With temperatures rising, the school year winding down, and summer on the horizon, it’s time to think about what to do to entertain your children on those hot summer days. While every kid looks forward to a long lazy summer vacation, parents know that those days can drag on if there isn’t some type of activities for kids to enjoy and maybe even learn a thing or two.
That’s why summer vacation is the perfect time to add some principles of drama education to your child’s play day in a fun and interactive way. Your kids will have a blast doing these easy drama activities while also developing skills they can use to be more successful in their coursework in the fall.
Below are a few different games you can play with your child that will help develop important skills and abilities that will help them in all facets of their life. It will challenge their brain, get them moving, and stave off the summer boredom as your children learn to think creatively, work together, and learn new skills.
In one jar make a list of emotions, in another jar, make a list of animals. Instruct your children to pick a choice from each jar. This will give them both an emotion and an animal to act out like an angry elephant or z shy monkey.
Tip: For a variation, children can interact with each other as their chosen emotional animal.
Ask the children to create an object through pantomime either by themselves or in small groups. Once they create the objects or action, ask them to transform it to a different action. For example, they could pantomime throwing a ball back and forth. The ball could become pizza dough they transform into spinning it around and throwing back and forth. The pizza dough then transforms a frisbee or a UFO. It doesn’t have to make sense. Encourage the children to transform the object 4-5 times.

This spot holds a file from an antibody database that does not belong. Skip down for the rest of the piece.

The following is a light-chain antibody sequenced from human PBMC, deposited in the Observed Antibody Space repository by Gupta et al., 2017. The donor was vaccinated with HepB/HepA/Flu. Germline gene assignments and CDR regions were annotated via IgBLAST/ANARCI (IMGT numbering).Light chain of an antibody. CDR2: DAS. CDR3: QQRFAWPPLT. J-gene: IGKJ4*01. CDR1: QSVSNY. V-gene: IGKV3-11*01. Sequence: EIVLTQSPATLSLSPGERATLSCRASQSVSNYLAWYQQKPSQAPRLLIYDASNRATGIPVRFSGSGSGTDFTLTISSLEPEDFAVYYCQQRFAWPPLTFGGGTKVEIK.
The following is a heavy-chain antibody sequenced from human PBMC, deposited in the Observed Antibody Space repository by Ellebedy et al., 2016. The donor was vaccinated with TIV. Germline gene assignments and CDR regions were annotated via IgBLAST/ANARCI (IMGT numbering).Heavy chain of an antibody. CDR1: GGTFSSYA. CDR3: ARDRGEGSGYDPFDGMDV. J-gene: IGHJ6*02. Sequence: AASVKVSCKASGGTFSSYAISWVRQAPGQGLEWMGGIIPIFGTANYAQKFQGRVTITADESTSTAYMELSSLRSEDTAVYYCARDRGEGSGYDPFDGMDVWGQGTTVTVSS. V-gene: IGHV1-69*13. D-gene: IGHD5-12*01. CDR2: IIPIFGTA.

Tip: Help children along if they’re stuck by asking them leading questions that can help them visualize what other actions their movement might resemble.
Create story prompts and add them to a jar. Direct the kids to take turns pulling out prompts and creating a story around it. Don’t worry if they get stuck, because you can help them build the story by asking leading questions like:
- What did you see?
- What did you hear?
- What did you smell?
- Who is there?
- What does the room/space look like?
- How do you feel?
- Where did you go?
Tip: Try to use toys, puppets, or other props to help the kids act out.
Create a list of actions that your children can perform. Call out an action and point to a child to mime the action. Then call out another action and point to a different child to have them mime it. Speed up the process in order to make children think on their feet quickly.
Tip: To make this easier for younger children, ask each child one at a time, to perform the same action.
A Different Space:
Split kids into two groups. Give the first group blindfolds and direct them to wait in another room. Instruct the second group to rearrange the furniture in a frequently used space like the family room or a hallway. Next, instruct the second group to lead the blindfolded group around the room.
Tip: Partners can guide their blindfolded companion by hand or voice.
These fun activities will keep your children entertained for hours this summer while teaching them skills that help them succeed in other areas of school.